How It Works
The central element of The Real Game is role playing. Each student plays an adult character in one of a wide cross-section of contemporary work roles that span most industry sectors in Canada. Roles are generally assigned arbitrarily. Students gain valuable and lasting insights about themselves and adult life as they play their role over a number of days, weeks, or months. Through online and print materials, class discussion, active and reflective activities, research, interviewing and dialogue with fellow players, facilitators, family and community members, students learn about adult life. They also learn that what they do, or don't do, now will impact their future. To simplify adult complexities, each character is single.
Players experience situations, challenges and opportunities all adults face, as they will soon. Encourage your players to do their best to "get into" their roles. Explain that they are playing a character, like in a movie or on TV. The character is an adult in the future. It doesn't really matter if they think the role is really "them" or not. They''re just acting.
Playing a character makes the experience safer than playing themselves. You want your students to imagine, as clearly as they can, how the character they create would act and react in the situations and scenarios the program presents. Encourage them to have fun, play with and embellish their roles by researching them and by using their imaginations. The game is about real life. Learning will be greatest when participants can clearly imagine and visualize how they would feel and react in situations they will face before long as adults.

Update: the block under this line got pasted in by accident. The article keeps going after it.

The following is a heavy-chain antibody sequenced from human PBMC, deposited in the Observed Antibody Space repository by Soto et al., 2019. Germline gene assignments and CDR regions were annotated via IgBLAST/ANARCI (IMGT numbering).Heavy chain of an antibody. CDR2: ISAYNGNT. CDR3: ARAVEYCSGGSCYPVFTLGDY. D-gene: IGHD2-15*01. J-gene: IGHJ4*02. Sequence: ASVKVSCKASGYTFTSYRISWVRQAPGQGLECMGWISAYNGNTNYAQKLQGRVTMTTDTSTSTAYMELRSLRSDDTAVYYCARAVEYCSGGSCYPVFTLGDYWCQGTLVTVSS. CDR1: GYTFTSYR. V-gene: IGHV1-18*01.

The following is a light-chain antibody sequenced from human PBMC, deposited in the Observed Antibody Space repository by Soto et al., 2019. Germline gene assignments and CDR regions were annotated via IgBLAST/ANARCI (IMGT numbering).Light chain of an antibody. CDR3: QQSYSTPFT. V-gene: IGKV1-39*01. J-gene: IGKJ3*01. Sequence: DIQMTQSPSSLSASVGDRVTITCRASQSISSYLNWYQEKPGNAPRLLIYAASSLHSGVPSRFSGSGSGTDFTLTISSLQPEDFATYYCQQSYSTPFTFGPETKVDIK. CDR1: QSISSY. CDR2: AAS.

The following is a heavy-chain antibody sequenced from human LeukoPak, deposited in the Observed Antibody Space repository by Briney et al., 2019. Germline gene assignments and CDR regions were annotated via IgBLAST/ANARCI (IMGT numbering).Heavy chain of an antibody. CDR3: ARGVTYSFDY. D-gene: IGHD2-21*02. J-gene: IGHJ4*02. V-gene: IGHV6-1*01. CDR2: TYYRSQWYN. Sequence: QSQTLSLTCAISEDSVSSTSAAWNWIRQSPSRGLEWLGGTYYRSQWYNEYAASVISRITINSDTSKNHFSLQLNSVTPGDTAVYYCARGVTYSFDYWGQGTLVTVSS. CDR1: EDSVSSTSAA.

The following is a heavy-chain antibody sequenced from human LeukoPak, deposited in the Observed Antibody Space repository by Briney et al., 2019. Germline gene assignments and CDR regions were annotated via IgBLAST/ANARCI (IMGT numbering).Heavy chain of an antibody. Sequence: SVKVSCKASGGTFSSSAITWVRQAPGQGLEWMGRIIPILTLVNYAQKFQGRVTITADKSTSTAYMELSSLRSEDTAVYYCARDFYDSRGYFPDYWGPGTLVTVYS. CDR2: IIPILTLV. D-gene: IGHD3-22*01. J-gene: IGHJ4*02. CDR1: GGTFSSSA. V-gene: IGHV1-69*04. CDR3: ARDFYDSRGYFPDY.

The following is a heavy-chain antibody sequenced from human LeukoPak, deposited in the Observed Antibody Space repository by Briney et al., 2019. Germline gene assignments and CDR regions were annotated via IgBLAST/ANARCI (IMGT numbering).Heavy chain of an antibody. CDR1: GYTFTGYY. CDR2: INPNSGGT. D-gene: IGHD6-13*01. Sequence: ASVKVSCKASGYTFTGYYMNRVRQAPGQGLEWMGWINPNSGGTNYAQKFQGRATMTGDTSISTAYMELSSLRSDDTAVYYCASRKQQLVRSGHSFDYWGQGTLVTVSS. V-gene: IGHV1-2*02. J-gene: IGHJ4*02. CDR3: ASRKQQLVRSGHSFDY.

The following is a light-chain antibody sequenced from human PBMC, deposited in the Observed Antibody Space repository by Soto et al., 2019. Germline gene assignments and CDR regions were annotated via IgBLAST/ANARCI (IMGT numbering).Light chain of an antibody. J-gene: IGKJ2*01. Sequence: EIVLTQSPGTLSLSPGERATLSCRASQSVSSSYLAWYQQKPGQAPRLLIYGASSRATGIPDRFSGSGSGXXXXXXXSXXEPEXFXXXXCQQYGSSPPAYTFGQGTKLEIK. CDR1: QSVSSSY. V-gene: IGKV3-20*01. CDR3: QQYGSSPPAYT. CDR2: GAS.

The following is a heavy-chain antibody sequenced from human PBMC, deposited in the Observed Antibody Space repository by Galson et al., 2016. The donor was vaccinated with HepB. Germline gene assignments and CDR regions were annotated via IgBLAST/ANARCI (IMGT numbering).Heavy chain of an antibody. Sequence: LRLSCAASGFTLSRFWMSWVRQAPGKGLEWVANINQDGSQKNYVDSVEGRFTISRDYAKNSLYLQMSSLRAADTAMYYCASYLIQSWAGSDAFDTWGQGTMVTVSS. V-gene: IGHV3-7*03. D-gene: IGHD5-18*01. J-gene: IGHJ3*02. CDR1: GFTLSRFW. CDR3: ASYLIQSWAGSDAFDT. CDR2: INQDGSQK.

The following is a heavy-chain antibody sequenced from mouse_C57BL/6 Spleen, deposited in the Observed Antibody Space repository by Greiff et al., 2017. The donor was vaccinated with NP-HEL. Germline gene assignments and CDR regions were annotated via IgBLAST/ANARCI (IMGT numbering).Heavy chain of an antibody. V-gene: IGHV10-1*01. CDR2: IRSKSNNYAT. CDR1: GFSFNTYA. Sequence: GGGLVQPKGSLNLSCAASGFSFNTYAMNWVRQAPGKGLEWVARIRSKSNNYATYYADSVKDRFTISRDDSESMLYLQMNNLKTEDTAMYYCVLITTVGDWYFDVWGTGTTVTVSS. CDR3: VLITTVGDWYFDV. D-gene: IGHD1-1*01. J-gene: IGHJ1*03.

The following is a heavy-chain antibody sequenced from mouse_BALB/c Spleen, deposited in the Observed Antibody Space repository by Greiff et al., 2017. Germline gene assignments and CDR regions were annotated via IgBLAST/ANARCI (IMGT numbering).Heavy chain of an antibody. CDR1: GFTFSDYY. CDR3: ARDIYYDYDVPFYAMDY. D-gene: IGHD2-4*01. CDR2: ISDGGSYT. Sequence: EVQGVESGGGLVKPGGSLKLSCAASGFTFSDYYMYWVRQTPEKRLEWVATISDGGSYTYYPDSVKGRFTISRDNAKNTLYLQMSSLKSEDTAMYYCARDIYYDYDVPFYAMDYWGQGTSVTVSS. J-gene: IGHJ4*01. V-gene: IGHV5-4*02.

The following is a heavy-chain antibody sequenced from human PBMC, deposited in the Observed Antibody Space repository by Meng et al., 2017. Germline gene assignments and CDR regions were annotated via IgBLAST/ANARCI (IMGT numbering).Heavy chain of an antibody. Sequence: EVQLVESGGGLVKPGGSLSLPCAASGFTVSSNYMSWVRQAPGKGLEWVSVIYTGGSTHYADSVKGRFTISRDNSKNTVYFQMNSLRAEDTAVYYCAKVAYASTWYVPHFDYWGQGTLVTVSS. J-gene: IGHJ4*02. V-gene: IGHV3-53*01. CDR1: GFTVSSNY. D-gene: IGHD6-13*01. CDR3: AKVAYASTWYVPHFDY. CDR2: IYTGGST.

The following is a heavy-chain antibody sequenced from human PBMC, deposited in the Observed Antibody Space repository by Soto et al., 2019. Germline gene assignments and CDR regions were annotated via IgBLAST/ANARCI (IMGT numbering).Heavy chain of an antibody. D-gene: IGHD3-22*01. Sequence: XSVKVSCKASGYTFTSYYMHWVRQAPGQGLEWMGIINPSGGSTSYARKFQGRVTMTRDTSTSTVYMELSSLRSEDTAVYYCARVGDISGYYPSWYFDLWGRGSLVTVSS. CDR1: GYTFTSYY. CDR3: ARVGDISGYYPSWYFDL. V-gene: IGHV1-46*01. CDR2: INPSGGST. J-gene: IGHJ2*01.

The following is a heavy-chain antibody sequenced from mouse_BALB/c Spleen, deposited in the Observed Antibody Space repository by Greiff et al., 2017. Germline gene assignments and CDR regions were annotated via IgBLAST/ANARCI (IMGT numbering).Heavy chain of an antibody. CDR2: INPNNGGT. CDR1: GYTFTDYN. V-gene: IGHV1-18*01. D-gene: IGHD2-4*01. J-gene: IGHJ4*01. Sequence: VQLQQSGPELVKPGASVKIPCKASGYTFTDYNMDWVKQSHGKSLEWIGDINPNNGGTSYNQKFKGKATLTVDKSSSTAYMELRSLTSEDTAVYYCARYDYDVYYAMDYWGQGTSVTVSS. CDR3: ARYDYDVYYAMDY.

Above all, The Real Game is a learning and teaching tool. Use your creativity and draw on your knowledge of your students and your community. Session outlines suggest how, but they are intended as starting points. You are the delivery expert. Take advantage of learning moments to further explore issues raised by the game.
The game is divided into four units: Making a Living, Quality of Life, Changes and Choices, and The Personal Journey. Each unit is a stage of the journey, and builds on the previous stage.
Units are divided into sessions, each with key instructional elements: Overview, Time, Learning Objectives, Performance Indicators, Materials, Preparation, a step-by-step guide to Activities, Personal Reflection, Discussion Points and Suggested Speakers. Most sessions include Optional Activities.
Session times are suggestions. The program is flexible so you can take into account students' personalities, home situations, and relevant events and issues in your community. The program encourages as much parent/guardian involvement as possible.
The Real Game provides many opportunities to evaluate your players' progress, such as group projects and session activities. A Performance Review is included later in this Introduction. Use it or design your own to gauge changes in attitudes, behaviours, attendance, etc., and to measure acquisition of new knowledge or skills. Each session includes performance indicators correlated to learning objectives so you can evaluate players' progress.